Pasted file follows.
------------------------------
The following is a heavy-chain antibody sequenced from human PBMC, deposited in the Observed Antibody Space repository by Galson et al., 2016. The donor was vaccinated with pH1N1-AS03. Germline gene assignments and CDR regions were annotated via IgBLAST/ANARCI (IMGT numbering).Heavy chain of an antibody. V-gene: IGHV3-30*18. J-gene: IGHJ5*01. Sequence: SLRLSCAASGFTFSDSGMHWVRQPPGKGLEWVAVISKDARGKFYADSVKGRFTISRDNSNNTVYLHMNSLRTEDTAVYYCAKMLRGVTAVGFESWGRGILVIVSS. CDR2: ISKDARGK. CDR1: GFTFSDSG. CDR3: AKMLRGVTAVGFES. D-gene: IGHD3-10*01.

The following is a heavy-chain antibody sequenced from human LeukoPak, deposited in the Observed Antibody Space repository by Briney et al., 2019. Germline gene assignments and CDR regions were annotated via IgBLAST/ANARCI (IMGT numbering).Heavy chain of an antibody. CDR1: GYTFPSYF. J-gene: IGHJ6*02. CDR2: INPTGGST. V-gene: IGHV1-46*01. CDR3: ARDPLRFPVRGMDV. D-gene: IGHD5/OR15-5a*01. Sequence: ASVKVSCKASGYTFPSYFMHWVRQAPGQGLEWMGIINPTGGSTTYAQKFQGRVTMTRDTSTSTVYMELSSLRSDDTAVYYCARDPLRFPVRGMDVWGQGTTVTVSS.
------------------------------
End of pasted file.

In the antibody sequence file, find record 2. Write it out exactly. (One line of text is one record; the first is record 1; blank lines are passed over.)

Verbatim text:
The following is a heavy-chain antibody sequenced from human LeukoPak, deposited in the Observed Antibody Space repository by Briney et al., 2019. Germline gene assignments and CDR regions were annotated via IgBLAST/ANARCI (IMGT numbering).Heavy chain of an antibody. CDR1: GYTFPSYF. J-gene: IGHJ6*02. CDR2: INPTGGST. V-gene: IGHV1-46*01. CDR3: ARDPLRFPVRGMDV. D-gene: IGHD5/OR15-5a*01. Sequence: ASVKVSCKASGYTFPSYFMHWVRQAPGQGLEWMGIINPTGGSTTYAQKFQGRVTMTRDTSTSTVYMELSSLRSDDTAVYYCARDPLRFPVRGMDVWGQGTTVTVSS.